Concerned about secrecy? Pass TPA.
Opponents of free trade agreements are raising a stink about transparency in trade negotiations. But the truth is, if they really want to shed light on the negotiations, the best thing they can do is pass trade promotion authority (TPA).
Our trading partners will make concessions and take down trade barriers to American products only if they trust that there will be discretion during the negotiations. But that doesn’t mean there can’t be effective congressional oversight and an informed public long before any vote in Congress.
That’s what TPA is all about. It’s without TPA that an administration could keep Congress and the American people in the dark.
That’s why trade promotion authority will codify in law—in some cases, for the first time ever—a number of transparency measures. That way, the American people will have all the information they need to make their own decision.
Most notably, TPA requires the president to make public the text of a trade agreement at least 60 days before he finalizes it. And at least 30 days before he submits an implementing bill to Congress, the president must send the final legal text of the agreement and a description of how he proposes to implement the agreement. So long before the agreement comes up for a vote, the American people will have plenty of time to read and debate it.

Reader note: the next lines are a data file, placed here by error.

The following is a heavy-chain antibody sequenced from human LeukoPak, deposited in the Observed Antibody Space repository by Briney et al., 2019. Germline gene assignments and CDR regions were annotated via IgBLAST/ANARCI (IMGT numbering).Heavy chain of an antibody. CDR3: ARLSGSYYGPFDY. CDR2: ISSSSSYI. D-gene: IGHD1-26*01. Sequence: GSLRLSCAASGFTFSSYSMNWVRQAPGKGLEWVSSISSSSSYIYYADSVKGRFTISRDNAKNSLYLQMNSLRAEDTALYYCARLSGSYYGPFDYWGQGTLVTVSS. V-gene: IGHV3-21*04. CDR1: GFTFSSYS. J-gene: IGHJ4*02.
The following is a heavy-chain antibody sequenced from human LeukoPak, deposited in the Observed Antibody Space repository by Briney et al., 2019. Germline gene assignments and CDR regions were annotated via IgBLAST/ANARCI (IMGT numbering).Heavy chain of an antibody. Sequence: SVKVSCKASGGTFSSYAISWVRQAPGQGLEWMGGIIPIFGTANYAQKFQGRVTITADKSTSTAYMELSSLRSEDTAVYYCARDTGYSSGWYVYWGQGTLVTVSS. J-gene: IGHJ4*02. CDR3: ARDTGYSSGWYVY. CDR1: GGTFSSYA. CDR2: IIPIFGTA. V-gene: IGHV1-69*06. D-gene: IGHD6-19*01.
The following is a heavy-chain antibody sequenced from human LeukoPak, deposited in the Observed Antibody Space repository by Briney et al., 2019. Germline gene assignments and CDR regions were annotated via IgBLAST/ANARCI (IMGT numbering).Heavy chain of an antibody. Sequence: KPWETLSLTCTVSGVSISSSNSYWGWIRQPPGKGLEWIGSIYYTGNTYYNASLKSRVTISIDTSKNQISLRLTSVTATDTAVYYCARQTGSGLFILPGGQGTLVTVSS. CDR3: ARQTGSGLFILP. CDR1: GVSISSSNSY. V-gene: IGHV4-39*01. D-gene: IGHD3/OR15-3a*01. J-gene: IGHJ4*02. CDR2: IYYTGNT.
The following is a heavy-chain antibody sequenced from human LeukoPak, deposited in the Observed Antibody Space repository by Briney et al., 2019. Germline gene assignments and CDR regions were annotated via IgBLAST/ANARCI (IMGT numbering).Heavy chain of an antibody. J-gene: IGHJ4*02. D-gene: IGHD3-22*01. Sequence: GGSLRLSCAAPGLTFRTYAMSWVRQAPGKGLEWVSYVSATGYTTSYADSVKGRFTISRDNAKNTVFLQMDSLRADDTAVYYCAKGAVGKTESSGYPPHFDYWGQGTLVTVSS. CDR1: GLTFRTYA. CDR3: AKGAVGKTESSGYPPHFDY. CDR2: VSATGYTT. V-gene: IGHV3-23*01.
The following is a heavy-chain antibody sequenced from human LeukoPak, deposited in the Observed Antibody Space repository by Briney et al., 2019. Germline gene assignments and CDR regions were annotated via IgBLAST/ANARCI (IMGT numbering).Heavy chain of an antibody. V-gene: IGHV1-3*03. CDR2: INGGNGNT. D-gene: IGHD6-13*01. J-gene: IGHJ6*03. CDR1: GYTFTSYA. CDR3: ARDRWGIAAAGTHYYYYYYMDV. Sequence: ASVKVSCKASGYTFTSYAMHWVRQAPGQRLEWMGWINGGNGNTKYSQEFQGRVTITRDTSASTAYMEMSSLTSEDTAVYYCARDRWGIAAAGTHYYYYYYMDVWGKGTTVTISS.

Here are the transparency measures TPA will put into law. Under TPA, every member of Congress will be able to:
- Read Negotiating Text: Allows every member of Congress to read the negotiating text.
- Receive Detailed Briefings: Requires the U.S. Trade Representative’s office to brief any interested member on the status of negotiations at any time.
- Attend Negotiating Rounds: Allows any member to become a “congressional adviser” and as a result eligible to attend negotiating rounds.
- Provide Guidance: Creates House and Senate Advisory Groups to oversee negotiations and receive regular briefings. Any member can submit views.
- Coordinate with Public and Advisory Committees: Lays down guidelines on public engagement and sharing information with advisory committees.
- Receive Adequate Time to Review deal: Requires the President to publish the text of a completed trade agreement 60 days before signing it.
- Consult with a New Transparency Officer: Creates a chief transparency officer at USTR that will consult with Congress and advise USTR on transparency policies.
So, question: How can we make trade negotiations more transparent?
Answer: Pass TPA.